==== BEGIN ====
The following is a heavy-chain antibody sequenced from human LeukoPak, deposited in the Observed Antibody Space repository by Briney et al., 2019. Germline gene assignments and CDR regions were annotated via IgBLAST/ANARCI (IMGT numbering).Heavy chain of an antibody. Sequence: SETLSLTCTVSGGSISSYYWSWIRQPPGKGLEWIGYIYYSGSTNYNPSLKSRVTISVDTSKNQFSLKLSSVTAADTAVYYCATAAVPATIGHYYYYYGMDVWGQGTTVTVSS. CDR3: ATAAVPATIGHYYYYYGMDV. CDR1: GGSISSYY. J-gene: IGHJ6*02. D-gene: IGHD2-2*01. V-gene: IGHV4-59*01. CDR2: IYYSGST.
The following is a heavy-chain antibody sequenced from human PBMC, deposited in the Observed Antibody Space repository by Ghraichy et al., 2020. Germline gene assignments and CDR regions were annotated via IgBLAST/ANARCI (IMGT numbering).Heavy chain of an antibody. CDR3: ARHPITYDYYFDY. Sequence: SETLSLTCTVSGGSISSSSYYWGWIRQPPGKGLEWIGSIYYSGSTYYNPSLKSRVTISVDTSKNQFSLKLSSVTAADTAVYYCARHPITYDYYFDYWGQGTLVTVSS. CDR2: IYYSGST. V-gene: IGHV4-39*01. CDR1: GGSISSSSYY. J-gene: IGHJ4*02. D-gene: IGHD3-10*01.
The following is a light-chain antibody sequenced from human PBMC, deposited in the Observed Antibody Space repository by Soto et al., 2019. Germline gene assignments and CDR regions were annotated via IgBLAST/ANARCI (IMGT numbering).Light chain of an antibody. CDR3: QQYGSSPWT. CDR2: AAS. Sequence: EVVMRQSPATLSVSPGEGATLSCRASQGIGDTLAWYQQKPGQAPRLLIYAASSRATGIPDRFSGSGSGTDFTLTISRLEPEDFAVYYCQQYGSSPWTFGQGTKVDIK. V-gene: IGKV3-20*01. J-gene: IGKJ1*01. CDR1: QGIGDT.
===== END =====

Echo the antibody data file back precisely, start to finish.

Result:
The following is a heavy-chain antibody sequenced from human LeukoPak, deposited in the Observed Antibody Space repository by Briney et al., 2019. Germline gene assignments and CDR regions were annotated via IgBLAST/ANARCI (IMGT numbering).Heavy chain of an antibody. Sequence: SETLSLTCTVSGGSISSYYWSWIRQPPGKGLEWIGYIYYSGSTNYNPSLKSRVTISVDTSKNQFSLKLSSVTAADTAVYYCATAAVPATIGHYYYYYGMDVWGQGTTVTVSS. CDR3: ATAAVPATIGHYYYYYGMDV. CDR1: GGSISSYY. J-gene: IGHJ6*02. D-gene: IGHD2-2*01. V-gene: IGHV4-59*01. CDR2: IYYSGST.
The following is a heavy-chain antibody sequenced from human PBMC, deposited in the Observed Antibody Space repository by Ghraichy et al., 2020. Germline gene assignments and CDR regions were annotated via IgBLAST/ANARCI (IMGT numbering).Heavy chain of an antibody. CDR3: ARHPITYDYYFDY. Sequence: SETLSLTCTVSGGSISSSSYYWGWIRQPPGKGLEWIGSIYYSGSTYYNPSLKSRVTISVDTSKNQFSLKLSSVTAADTAVYYCARHPITYDYYFDYWGQGTLVTVSS. CDR2: IYYSGST. V-gene: IGHV4-39*01. CDR1: GGSISSSSYY. J-gene: IGHJ4*02. D-gene: IGHD3-10*01.
The following is a light-chain antibody sequenced from human PBMC, deposited in the Observed Antibody Space repository by Soto et al., 2019. Germline gene assignments and CDR regions were annotated via IgBLAST/ANARCI (IMGT numbering).Light chain of an antibody. CDR3: QQYGSSPWT. CDR2: AAS. Sequence: EVVMRQSPATLSVSPGEGATLSCRASQGIGDTLAWYQQKPGQAPRLLIYAASSRATGIPDRFSGSGSGTDFTLTISRLEPEDFAVYYCQQYGSSPWTFGQGTKVDIK. V-gene: IGKV3-20*01. J-gene: IGKJ1*01. CDR1: QGIGDT.